Monday, June 22, 2009

The end of the line for Kodachrome

Kodak has closed one of its oldest and most famous product lines, in the latest sign of the film business fading away against the onslaught of digital photography. Kodak announced Monday that it would cease production of Kodachrome, the line of professional quality film that was first developed in 1935 and became one of the company’s pre-eminent brands, known for stunning colors and sharpness. Kodachrome’s prominence may have peaked in the 1970s when it was immortalized by Paul Simon, who lauded the film’s capacity for bright colors with the lyrics, “Mama don’t take my Kodachrome away”. Kodak’s newer and cheaper films, combined with the rapid transition to digital cameras in the past 10 years, have eaten away at demand for Kodachrome, which requires complicated processing. The film now represents less than 1 per cent of the company’s total sales of still-picture films. Here is a link to the press release from Kodak:

Saturday, June 20, 2009

Interactive Unemployment Map of California

According to a number of sources and economists, it is predicted that California will hit a 12% unemployment rate by the end of the year. The Sacramento Bee Newspaper has prepared an interactive map that allows you scroll over each county to see the respective unemployment rate in that county. On the left hand side of the map, you can choose a month between January of 2008 and February of 2009. Here is a link to the interactive map in the Sacramento Bee:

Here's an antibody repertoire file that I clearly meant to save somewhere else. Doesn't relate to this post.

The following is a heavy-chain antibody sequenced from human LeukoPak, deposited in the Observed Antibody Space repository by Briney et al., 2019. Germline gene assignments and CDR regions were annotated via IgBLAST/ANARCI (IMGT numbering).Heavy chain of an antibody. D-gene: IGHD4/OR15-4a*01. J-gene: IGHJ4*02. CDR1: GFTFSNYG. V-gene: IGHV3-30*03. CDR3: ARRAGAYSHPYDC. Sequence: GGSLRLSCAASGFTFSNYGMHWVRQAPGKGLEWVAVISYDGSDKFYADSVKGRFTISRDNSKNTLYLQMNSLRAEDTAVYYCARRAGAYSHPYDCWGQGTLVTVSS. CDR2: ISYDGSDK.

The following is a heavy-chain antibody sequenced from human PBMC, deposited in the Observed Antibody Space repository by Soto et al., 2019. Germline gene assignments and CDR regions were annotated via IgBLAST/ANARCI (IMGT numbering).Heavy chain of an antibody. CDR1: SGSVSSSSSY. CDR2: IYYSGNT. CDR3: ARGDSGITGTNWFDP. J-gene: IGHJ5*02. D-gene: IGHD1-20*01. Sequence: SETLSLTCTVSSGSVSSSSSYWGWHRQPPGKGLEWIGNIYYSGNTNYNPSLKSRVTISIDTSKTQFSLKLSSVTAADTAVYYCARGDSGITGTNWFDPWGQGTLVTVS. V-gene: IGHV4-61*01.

Tuesday, June 16, 2009

Say Goodbye to Rest Stops

The state-supported rest stop, an American institution since 1956, is dying off. The rise of roadside retail and shrinking government budgets are to blame, says GOOD Magazine. Closures are spreading across the country, as Louisiana closed 24 of its 34 stops, and Vermont has already closed four this year. This past April, Wisconsin stopped staffing its welcome centers. This article also highlights how rest stops have created and reflected a sense of place wherever they are built; and reflects the local/regional culture or landscape of each State, from teepees in Oklahoma to oil rigs in Texas. Here is a link to the full article: